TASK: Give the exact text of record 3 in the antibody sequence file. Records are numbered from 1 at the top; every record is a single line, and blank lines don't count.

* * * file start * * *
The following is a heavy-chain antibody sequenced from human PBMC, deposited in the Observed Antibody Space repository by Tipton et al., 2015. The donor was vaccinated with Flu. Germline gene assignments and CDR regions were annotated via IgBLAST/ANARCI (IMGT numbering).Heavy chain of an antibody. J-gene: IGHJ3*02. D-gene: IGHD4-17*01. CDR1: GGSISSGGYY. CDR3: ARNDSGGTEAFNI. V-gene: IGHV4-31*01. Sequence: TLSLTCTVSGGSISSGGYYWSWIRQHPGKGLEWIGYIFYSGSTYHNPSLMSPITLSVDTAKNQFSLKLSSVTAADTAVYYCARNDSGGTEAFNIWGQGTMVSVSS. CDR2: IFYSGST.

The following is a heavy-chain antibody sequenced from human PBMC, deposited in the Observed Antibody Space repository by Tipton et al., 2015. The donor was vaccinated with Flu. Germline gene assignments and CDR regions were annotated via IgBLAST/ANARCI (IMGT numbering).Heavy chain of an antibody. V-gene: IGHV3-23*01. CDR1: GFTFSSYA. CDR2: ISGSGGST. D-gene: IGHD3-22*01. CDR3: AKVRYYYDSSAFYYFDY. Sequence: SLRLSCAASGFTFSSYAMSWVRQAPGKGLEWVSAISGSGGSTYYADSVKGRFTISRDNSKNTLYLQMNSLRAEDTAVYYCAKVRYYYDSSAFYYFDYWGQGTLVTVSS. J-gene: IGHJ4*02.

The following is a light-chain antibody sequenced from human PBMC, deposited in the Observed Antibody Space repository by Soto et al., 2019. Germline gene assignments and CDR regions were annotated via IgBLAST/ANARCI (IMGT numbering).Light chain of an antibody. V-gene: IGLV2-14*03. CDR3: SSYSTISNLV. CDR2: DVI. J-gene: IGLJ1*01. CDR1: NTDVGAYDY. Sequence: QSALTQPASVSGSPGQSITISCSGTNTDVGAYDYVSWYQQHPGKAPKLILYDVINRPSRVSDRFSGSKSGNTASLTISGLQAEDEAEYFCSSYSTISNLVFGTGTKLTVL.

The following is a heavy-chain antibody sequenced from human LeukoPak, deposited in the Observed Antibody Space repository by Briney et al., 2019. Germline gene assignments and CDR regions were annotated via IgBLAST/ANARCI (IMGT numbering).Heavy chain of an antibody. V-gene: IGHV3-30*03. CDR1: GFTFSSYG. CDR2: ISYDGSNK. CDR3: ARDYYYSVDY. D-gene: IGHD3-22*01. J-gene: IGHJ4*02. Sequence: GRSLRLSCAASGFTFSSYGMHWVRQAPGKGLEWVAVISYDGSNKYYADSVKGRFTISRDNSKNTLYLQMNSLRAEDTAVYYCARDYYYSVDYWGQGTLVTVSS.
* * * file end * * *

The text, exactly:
The following is a light-chain antibody sequenced from human PBMC, deposited in the Observed Antibody Space repository by Soto et al., 2019. Germline gene assignments and CDR regions were annotated via IgBLAST/ANARCI (IMGT numbering).Light chain of an antibody. V-gene: IGLV2-14*03. CDR3: SSYSTISNLV. CDR2: DVI. J-gene: IGLJ1*01. CDR1: NTDVGAYDY. Sequence: QSALTQPASVSGSPGQSITISCSGTNTDVGAYDYVSWYQQHPGKAPKLILYDVINRPSRVSDRFSGSKSGNTASLTISGLQAEDEAEYFCSSYSTISNLVFGTGTKLTVL.